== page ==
The announcement of Bill and Melinda Gates’s divorce inevitably made headlines all over the world. The fact that the couple decided to end their marriage after 27 years does not mean that their marriage failed but simply that it ended. A separation does not invalidate a union for the time it lasted. Alliances can take all kinds of shapes. I’ve been divorced for many years but my ex-husband is still very important to me. So what are the most compelling, even if sometimes controversial, books on the topic?
Aftermath by Rachel Cusk is a personal narrative of the author’s uncoupling, the pain inflicted and endured when “the fine mesh of life is torn”. Cusk compares “the new reality” after her divorce to 17th-century Britain before the advent of nationhood: “I remember, at school, looking at a map of the early medieval heptarchy and feeling a kind of consternation at its diffusivity, its lack of centralised power, its absence of king and capital city and institution.”
When a way of life has been destroyed, Cusk explains, it is hard to remain attached to the world. You need a lot of strength to dismantle a marriage. Days become smashed as if by the aftermath of a violent event, nights are filled with grief and fear for the unknown, as there can be no foreknowledge of what lies ahead. Still, it is best to do everything on purpose in life, she concludes.
In Katie Kitamura’s novel A Separation, the unnamed narrator is ordered by her mother-in-law to go to the Peloponnese to look for her estranged husband, who has gone missing. But this is not a murder mystery set in Greece; rather it is an inner monologue reflecting the protagonist’s deep alienation, the place she ends up at, which is “the opposite of closure”.
The divorce theme is played out by our unreliable narrator, who is reticent and clearly suppressing emotion. It is no coincidence that the missing husband is writing a book on mourning rituals, focusing on the “wailers”, professional mourners who were compensated to ululate at funerals, as part of a deep-rooted local tradition. He delays both the book and the divorce for reasons left unexamined. The mood of the novel is overcast, infused with a sense of being at sea. Through the detached, metallic authorial voice, there is discomfort and the menace of absence.
And then of course, there is Anne Carson, the rock star of contemporary poetry, who bent genres and pulled out all the stops especially when writing about the marital connection becoming unsettled. In “The Glass Essay”, she reflects on loss (“It is stunning, it is a moment like no other,/ when one’s lover comes in and says I do not love you anymore”). If you live long enough, Carson seems to suggest, you will one day inhabit in some form this vestigial world of sorrow.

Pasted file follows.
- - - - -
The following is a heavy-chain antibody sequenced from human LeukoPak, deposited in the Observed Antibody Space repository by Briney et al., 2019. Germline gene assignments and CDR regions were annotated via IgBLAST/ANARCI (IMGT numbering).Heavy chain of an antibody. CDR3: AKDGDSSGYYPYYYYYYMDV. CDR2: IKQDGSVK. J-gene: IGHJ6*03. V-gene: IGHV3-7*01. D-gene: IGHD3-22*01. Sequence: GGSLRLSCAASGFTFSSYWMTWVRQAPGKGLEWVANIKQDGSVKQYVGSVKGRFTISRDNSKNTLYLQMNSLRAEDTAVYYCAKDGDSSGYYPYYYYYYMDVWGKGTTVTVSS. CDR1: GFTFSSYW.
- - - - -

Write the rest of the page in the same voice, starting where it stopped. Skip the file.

Marriage sometimes purports to satisfy the itch for neat solutions. It can resemble a musty living room smelling of Pledge, the furniture covered in dust-sheets, the piano lid closed. Leaving this behind can be the right thing to do, depending on who you are. One can thrive within the cocoon of a marriage but also out there, where the lack of a safety net can nourish a sense of growth. The spoils of war boil down to one word, freedom, which one can use to fail and still not regret rejecting the alternative. What if there is hope in that?
There are very few professional mourners left for hire in remote parts of Greece. In the 21st century, we’re left to our own devices when lamenting the dead. But, unlike in the recent past when divorce was a taboo, we’re now free to choose our own personal problems by making the mistakes we want, by staying or not staying in a marriage.
Few other writers than Carson have lingered with such precision on the ambiguities of life and on how much love drains from you, causing vital loss of self. Her bold, avant-garde book of prose poetry, The Beauty of the Husband, is narrated through the lens of a marital break-up examining the question “how do people/ get power over one another?” and suggesting an answer (“beauty makes sex possible. Beauty makes sex sex”).
People never stop asking me questions about my divorce but they are invariably the wrong questions. It all depends on where you stand on the road, on whether you’re willing to do what will cost you the most, on how much the possibility of hope means to you. Transitions will always contain emptiness.
This is the latest in a series of columns on where the arts meet the news. Follow @FTLifeArts on Twitter for our latest stories first